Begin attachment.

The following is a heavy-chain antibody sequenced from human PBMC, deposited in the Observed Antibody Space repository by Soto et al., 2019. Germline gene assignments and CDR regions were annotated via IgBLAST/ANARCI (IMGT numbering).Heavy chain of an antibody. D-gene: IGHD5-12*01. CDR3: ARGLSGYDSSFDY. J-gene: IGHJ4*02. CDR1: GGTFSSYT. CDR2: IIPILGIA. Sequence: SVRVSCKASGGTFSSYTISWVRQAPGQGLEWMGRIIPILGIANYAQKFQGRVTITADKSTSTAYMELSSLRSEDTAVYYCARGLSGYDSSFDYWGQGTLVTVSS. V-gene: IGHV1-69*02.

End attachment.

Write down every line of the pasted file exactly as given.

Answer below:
The following is a heavy-chain antibody sequenced from human PBMC, deposited in the Observed Antibody Space repository by Soto et al., 2019. Germline gene assignments and CDR regions were annotated via IgBLAST/ANARCI (IMGT numbering).Heavy chain of an antibody. D-gene: IGHD5-12*01. CDR3: ARGLSGYDSSFDY. J-gene: IGHJ4*02. CDR1: GGTFSSYT. CDR2: IIPILGIA. Sequence: SVRVSCKASGGTFSSYTISWVRQAPGQGLEWMGRIIPILGIANYAQKFQGRVTITADKSTSTAYMELSSLRSEDTAVYYCARGLSGYDSSFDYWGQGTLVTVSS. V-gene: IGHV1-69*02.